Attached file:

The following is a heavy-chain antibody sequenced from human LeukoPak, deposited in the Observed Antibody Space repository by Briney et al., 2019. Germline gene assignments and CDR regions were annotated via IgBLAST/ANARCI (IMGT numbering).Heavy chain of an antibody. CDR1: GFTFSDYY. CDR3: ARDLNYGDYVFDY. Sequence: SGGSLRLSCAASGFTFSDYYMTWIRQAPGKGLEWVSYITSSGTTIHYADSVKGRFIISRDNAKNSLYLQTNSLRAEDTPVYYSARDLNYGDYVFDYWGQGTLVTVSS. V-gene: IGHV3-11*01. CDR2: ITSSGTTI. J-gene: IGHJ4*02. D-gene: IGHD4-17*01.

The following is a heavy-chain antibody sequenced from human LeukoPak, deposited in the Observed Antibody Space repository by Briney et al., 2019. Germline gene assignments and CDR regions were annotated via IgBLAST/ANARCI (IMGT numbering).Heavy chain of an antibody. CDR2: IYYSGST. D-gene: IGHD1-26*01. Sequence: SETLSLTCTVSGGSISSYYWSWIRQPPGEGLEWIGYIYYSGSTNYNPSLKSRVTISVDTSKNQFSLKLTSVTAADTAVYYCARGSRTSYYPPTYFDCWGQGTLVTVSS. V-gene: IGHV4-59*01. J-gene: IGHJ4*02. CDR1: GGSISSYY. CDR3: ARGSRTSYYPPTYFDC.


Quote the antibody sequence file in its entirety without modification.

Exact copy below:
The following is a heavy-chain antibody sequenced from human LeukoPak, deposited in the Observed Antibody Space repository by Briney et al., 2019. Germline gene assignments and CDR regions were annotated via IgBLAST/ANARCI (IMGT numbering).Heavy chain of an antibody. CDR1: GFTFSDYY. CDR3: ARDLNYGDYVFDY. Sequence: SGGSLRLSCAASGFTFSDYYMTWIRQAPGKGLEWVSYITSSGTTIHYADSVKGRFIISRDNAKNSLYLQTNSLRAEDTPVYYSARDLNYGDYVFDYWGQGTLVTVSS. V-gene: IGHV3-11*01. CDR2: ITSSGTTI. J-gene: IGHJ4*02. D-gene: IGHD4-17*01.

The following is a heavy-chain antibody sequenced from human LeukoPak, deposited in the Observed Antibody Space repository by Briney et al., 2019. Germline gene assignments and CDR regions were annotated via IgBLAST/ANARCI (IMGT numbering).Heavy chain of an antibody. CDR2: IYYSGST. D-gene: IGHD1-26*01. Sequence: SETLSLTCTVSGGSISSYYWSWIRQPPGEGLEWIGYIYYSGSTNYNPSLKSRVTISVDTSKNQFSLKLTSVTAADTAVYYCARGSRTSYYPPTYFDCWGQGTLVTVSS. V-gene: IGHV4-59*01. J-gene: IGHJ4*02. CDR1: GGSISSYY. CDR3: ARGSRTSYYPPTYFDC.